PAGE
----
Islander launches pilot program to feed pets

Cheryl Pruett, right, with pet food donated for the “No Hungry Pets on Vashon” program. (Courtesy Photo)

Cheryl Pruett, right, with pet food donated for the “No Hungry Pets on Vashon” program. (Courtesy Photo)

Islander Kay Farris, a veterinary technician, said animals have always been a meaningful part of her life.

“I’ve really developed an interest in finding homes for pets and making sure they can stay in their homes,” she said.

Understanding that sometimes pets and their people need a little relief, she launched the “No Hungry Pets on Vashon” program through Vashon Island Pet Protectors (VIPP) to provide clients of the Vashon Maury Community Food Bank with donated pet food.

“I wanted it to be something that was more widely available to people who are already in a little bit of crisis as far as needing help with their [own] food,” said Farris, who spent hours conducting interviews with food bank clients for a sense of the program’s need in the community.

Since Farris proposed the program in August, more than 4,000 pounds of donated pet food has been collected for food bank clients who struggle with the cost of feeding their animals, thanks to Cheryl Pruett, owner of Pandora’s Box and a partner of the program.

“I used my resources with my wholesale warehouses because they have large amounts of food where the bags are damaged sometimes by forklifts or they have returns from other stores,” she said. “That food needs to go somewhere.”

VIPP has offered assistance for the purchase of pet food by authorizing purchases at Pandora’s Box, but that program has not met the demand. The food bank is unable to purchase pet food directly but does provide what is donated to the agency, support that Farris noted had a tremendous appreciation.

Thanks to the No Hungry Pets program, donated pet food obtained by Pruett will go to the food bank, which has the means to store and distribute it to clients in need.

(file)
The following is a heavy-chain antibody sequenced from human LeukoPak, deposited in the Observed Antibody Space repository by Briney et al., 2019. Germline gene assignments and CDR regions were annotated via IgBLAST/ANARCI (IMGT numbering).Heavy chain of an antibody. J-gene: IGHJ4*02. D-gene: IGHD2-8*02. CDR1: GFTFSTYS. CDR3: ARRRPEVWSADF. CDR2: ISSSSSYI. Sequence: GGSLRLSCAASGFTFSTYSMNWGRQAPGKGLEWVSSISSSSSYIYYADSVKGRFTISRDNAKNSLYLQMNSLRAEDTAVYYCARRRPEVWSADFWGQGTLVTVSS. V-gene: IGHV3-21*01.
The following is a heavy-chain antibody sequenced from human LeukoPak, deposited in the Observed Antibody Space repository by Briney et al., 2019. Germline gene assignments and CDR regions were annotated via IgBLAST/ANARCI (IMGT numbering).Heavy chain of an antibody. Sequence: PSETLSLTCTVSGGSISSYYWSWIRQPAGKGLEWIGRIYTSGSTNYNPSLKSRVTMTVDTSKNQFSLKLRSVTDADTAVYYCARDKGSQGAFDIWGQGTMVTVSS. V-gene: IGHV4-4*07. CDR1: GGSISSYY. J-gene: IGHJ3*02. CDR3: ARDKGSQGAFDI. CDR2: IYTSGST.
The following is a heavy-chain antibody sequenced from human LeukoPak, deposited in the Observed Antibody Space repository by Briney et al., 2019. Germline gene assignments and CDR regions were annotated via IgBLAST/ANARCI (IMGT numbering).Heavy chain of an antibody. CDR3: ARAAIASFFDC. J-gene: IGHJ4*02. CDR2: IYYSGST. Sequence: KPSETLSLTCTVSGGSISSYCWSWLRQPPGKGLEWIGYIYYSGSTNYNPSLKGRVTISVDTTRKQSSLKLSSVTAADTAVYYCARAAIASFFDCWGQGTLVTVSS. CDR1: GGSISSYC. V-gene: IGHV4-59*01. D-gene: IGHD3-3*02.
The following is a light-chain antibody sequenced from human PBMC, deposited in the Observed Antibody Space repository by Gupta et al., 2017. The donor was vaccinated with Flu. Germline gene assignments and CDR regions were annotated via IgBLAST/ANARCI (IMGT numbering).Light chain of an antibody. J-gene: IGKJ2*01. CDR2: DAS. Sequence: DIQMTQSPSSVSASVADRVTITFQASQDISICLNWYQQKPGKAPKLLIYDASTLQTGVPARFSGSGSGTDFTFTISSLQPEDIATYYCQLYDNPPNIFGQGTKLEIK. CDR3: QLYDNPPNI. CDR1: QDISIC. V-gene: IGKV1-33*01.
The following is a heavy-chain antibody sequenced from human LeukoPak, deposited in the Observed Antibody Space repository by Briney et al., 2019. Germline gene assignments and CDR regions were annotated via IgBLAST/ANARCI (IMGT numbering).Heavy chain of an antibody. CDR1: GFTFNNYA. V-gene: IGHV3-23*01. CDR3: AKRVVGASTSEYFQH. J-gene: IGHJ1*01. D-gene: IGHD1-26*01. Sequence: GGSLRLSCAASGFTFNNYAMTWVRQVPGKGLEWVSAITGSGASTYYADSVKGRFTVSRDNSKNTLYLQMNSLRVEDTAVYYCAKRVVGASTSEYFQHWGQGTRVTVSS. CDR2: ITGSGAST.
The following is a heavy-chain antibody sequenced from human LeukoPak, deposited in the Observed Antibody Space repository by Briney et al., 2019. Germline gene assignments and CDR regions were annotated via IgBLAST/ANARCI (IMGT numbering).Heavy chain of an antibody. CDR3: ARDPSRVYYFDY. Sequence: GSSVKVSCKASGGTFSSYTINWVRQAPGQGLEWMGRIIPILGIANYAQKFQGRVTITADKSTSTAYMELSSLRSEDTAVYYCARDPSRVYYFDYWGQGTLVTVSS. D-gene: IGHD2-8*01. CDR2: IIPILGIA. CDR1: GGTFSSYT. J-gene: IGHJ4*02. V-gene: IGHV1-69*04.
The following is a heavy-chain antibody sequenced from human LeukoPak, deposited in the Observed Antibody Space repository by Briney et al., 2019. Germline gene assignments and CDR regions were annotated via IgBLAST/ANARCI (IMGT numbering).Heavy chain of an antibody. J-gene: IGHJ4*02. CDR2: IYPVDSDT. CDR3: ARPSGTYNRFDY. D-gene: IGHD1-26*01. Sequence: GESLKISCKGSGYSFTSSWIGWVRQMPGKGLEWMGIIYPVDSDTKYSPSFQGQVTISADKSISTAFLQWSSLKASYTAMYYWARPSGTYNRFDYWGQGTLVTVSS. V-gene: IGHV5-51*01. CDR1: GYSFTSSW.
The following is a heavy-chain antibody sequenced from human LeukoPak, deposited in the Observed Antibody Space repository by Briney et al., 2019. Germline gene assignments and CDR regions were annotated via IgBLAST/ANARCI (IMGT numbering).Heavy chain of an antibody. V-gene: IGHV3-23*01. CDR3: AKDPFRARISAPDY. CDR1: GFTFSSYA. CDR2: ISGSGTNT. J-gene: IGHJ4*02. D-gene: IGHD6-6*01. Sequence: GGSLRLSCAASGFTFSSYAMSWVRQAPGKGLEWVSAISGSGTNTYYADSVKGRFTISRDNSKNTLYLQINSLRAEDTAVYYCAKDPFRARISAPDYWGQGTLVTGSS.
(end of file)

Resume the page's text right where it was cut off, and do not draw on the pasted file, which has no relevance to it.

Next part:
Now, Pruett said, everyone who needs help can get it. The next step is to secure fundraising, which would serve to administer the program.

“What we’re hoping to do is to help people with enough food for two to four weeks,” said Pruett.

Pandora’s Box, which celebrated its 35th anniversary in business recently, has hosted sales to benefit the program, resulting in collections and additional bags of pet food for the food bank. But greater support, she said, will be necessary to sustain their goal of improving the lives of island pets and their owners, ensuring none of them will have to go without.

“It does seem kind of like classic Vashon in the sense of [having] wonderful community spirit, and the way that people who have passion make things happen,” said Robbie Rohr, executive director of the food bank. “For some people, we know that having pets is a really important part of their life, and to not be able to buy food for a pet is a really terrible thing.”

To support No Hungry Pets on Vashon, make a donation to VIPP specifically earmarked for the program; you can also purchase a gift certificate for the program at Pandora’s Box. Donate leftover pet food to the VIPP shelter, the food bank or in the VIPP box outside Thriftway.

— Paul Rowley

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